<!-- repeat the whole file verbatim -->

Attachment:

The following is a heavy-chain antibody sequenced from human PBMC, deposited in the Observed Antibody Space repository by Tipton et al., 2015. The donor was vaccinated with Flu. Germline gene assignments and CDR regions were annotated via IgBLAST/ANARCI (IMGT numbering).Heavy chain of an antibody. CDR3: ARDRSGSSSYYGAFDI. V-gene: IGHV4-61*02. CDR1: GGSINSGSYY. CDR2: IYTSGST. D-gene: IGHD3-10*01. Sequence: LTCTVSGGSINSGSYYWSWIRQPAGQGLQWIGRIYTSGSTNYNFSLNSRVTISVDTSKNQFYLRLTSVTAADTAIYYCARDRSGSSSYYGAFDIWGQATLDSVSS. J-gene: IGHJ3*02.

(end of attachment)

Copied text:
The following is a heavy-chain antibody sequenced from human PBMC, deposited in the Observed Antibody Space repository by Tipton et al., 2015. The donor was vaccinated with Flu. Germline gene assignments and CDR regions were annotated via IgBLAST/ANARCI (IMGT numbering).Heavy chain of an antibody. CDR3: ARDRSGSSSYYGAFDI. V-gene: IGHV4-61*02. CDR1: GGSINSGSYY. CDR2: IYTSGST. D-gene: IGHD3-10*01. Sequence: LTCTVSGGSINSGSYYWSWIRQPAGQGLQWIGRIYTSGSTNYNFSLNSRVTISVDTSKNQFYLRLTSVTAADTAIYYCARDRSGSSSYYGAFDIWGQATLDSVSS. J-gene: IGHJ3*02.